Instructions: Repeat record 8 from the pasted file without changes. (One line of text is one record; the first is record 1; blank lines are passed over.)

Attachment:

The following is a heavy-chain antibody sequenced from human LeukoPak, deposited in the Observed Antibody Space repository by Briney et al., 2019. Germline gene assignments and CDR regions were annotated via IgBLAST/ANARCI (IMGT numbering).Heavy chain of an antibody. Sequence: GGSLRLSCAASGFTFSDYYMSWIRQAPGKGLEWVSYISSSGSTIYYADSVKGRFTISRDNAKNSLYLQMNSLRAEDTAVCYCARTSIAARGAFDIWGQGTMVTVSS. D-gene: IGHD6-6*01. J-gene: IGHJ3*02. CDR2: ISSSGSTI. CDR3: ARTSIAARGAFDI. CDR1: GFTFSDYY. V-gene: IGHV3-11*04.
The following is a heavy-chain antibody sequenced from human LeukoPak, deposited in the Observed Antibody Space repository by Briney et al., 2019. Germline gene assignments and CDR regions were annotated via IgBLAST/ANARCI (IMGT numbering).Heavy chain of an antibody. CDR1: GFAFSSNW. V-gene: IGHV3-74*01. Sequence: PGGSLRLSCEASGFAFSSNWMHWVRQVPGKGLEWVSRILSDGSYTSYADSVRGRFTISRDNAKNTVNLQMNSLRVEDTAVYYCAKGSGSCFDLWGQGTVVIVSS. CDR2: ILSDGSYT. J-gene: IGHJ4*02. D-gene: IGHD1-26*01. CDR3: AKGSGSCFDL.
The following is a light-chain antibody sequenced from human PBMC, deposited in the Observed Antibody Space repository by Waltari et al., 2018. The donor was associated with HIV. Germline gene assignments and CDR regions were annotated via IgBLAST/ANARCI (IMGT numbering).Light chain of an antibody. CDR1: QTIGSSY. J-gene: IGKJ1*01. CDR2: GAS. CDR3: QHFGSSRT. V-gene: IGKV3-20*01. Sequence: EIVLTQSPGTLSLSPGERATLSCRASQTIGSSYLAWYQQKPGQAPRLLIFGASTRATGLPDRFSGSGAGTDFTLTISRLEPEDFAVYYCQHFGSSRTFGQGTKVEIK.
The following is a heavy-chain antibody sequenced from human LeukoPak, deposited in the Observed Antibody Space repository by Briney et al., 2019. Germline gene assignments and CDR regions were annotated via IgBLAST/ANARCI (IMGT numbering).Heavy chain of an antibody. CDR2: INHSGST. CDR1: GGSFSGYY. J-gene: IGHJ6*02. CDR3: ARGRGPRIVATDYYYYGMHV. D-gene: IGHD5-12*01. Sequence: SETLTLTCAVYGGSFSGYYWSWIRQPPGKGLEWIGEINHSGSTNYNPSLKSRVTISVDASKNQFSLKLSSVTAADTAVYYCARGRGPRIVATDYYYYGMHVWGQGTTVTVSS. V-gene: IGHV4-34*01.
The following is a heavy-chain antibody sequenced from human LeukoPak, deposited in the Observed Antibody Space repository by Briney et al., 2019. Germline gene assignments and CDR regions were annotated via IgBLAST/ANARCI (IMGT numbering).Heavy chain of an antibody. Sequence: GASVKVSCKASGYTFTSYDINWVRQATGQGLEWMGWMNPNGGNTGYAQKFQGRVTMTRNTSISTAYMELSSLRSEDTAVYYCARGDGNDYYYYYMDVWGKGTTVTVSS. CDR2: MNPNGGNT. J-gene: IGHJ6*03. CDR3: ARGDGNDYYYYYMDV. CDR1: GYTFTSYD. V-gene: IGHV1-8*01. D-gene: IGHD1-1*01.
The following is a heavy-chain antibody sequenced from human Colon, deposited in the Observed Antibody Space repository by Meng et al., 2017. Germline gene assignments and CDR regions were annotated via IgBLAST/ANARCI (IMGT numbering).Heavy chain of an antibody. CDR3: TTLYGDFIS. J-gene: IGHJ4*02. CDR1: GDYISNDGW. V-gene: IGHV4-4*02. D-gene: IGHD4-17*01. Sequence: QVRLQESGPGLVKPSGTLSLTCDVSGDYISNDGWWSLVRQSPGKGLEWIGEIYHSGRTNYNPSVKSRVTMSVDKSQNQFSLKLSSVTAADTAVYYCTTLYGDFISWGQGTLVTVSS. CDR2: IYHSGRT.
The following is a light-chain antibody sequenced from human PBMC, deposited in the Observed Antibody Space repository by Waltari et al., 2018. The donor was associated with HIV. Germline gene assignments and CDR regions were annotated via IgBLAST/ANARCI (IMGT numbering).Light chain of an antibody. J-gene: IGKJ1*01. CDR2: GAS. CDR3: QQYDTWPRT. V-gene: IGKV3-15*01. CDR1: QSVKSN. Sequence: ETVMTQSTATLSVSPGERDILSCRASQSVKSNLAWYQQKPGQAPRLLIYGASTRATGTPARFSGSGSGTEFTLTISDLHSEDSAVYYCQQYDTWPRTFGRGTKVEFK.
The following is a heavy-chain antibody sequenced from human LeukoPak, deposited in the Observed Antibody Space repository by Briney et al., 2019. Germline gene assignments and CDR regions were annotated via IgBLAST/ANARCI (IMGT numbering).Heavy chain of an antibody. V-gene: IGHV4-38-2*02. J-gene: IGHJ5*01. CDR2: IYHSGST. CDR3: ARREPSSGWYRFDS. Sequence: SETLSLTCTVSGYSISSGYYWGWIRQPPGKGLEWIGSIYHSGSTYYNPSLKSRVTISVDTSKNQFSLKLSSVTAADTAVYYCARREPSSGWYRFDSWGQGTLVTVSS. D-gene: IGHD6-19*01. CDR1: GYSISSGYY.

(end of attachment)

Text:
The following is a heavy-chain antibody sequenced from human LeukoPak, deposited in the Observed Antibody Space repository by Briney et al., 2019. Germline gene assignments and CDR regions were annotated via IgBLAST/ANARCI (IMGT numbering).Heavy chain of an antibody. V-gene: IGHV4-38-2*02. J-gene: IGHJ5*01. CDR2: IYHSGST. CDR3: ARREPSSGWYRFDS. Sequence: SETLSLTCTVSGYSISSGYYWGWIRQPPGKGLEWIGSIYHSGSTYYNPSLKSRVTISVDTSKNQFSLKLSSVTAADTAVYYCARREPSSGWYRFDSWGQGTLVTVSS. D-gene: IGHD6-19*01. CDR1: GYSISSGYY.